Tracy Van Slyke co-authored this article

This spring, National Public Radio launched Go Figure, a new blog authored by members of its Audience Insight and Research Group. In an April 1 post, blogger Vince Lampone wrote, “Nearly all listeners have been moved to take action by NPR at some point in their lives. For instance, two in three have done further research into a topic, most have visited a website, and nearly 25% have become involved with a local or national political issue as a result of listening.”

As Lampone’s post suggests, NPR is just one of many media outlets, researchers, and funders that are currently struggling to answer the pressing question: “How do you know if your media matters?”

Impact Summits

To gather answers, American University’s Center for Social Media (CSM) and The Media Consortium (TMC) organized a series of Impact Summits in seven cities throughout the first quarter of 2010. (In February, I wrote about these Summits for MediaShift as they were just ramping up.)

Hosted with allied organizations in Chicago, New York, Miami, Los Angeles, San Francisco, Washington, D.C., and Boston, they drew together dozens of leading public and independent media makers, funders and researchers, representing “public interest media projects.” These projects range from hyper-local to national, and represent a variety of practices, including investigative journalism, advocacy journalism, documentary film, public and community broadcasting, gaming for change, citizen reporting, and building access and media tools for diverse communities.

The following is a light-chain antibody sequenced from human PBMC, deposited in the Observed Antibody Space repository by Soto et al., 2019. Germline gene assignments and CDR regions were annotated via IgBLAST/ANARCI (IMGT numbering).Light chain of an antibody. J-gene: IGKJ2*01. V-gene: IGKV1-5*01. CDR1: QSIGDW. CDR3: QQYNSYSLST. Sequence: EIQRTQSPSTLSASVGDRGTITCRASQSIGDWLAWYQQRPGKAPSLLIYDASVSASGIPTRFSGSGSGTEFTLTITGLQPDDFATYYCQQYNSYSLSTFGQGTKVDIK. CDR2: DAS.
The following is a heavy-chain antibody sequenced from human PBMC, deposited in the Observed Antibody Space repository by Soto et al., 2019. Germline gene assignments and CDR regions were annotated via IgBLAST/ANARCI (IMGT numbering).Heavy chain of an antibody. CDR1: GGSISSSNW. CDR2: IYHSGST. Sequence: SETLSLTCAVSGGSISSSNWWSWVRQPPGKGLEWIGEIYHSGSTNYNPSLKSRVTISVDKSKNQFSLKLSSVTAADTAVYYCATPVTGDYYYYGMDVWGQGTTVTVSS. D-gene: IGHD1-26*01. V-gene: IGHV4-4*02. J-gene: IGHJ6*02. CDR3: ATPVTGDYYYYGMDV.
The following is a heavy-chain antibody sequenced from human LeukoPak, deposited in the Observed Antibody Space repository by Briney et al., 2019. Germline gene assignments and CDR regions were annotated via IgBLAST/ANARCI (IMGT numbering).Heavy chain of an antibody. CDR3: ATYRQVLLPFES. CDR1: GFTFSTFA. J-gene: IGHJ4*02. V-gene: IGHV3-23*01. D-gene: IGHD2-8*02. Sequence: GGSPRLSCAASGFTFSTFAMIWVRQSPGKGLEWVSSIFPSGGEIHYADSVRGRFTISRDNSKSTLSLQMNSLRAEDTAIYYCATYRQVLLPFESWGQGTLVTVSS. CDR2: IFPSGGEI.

These Summits resulted in a new report coauthored by CSM and TMC, Investing in Impact, which outlines the major arguments for assessing impact, synthesizes the five top impact evaluation needs, and proposes five new tools for public interest media assessment. What follows is a summary of that report.